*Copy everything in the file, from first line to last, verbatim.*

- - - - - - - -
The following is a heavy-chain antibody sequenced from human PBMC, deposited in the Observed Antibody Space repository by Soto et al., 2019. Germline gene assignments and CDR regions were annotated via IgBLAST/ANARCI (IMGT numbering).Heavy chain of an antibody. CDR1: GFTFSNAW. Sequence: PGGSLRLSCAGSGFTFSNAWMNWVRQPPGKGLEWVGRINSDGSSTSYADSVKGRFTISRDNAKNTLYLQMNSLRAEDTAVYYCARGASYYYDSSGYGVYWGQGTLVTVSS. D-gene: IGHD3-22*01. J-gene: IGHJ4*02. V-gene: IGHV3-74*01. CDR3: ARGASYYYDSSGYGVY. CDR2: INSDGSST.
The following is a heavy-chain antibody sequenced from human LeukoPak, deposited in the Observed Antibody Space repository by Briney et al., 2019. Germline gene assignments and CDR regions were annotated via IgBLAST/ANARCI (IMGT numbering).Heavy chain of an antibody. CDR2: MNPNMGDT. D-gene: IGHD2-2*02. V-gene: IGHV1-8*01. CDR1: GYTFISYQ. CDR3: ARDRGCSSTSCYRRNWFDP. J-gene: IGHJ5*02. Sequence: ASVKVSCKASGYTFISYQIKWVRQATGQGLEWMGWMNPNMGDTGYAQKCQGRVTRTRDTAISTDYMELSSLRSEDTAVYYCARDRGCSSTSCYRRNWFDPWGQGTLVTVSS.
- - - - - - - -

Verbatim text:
The following is a heavy-chain antibody sequenced from human PBMC, deposited in the Observed Antibody Space repository by Soto et al., 2019. Germline gene assignments and CDR regions were annotated via IgBLAST/ANARCI (IMGT numbering).Heavy chain of an antibody. CDR1: GFTFSNAW. Sequence: PGGSLRLSCAGSGFTFSNAWMNWVRQPPGKGLEWVGRINSDGSSTSYADSVKGRFTISRDNAKNTLYLQMNSLRAEDTAVYYCARGASYYYDSSGYGVYWGQGTLVTVSS. D-gene: IGHD3-22*01. J-gene: IGHJ4*02. V-gene: IGHV3-74*01. CDR3: ARGASYYYDSSGYGVY. CDR2: INSDGSST.
The following is a heavy-chain antibody sequenced from human LeukoPak, deposited in the Observed Antibody Space repository by Briney et al., 2019. Germline gene assignments and CDR regions were annotated via IgBLAST/ANARCI (IMGT numbering).Heavy chain of an antibody. CDR2: MNPNMGDT. D-gene: IGHD2-2*02. V-gene: IGHV1-8*01. CDR1: GYTFISYQ. CDR3: ARDRGCSSTSCYRRNWFDP. J-gene: IGHJ5*02. Sequence: ASVKVSCKASGYTFISYQIKWVRQATGQGLEWMGWMNPNMGDTGYAQKCQGRVTRTRDTAISTDYMELSSLRSEDTAVYYCARDRGCSSTSCYRRNWFDPWGQGTLVTVSS.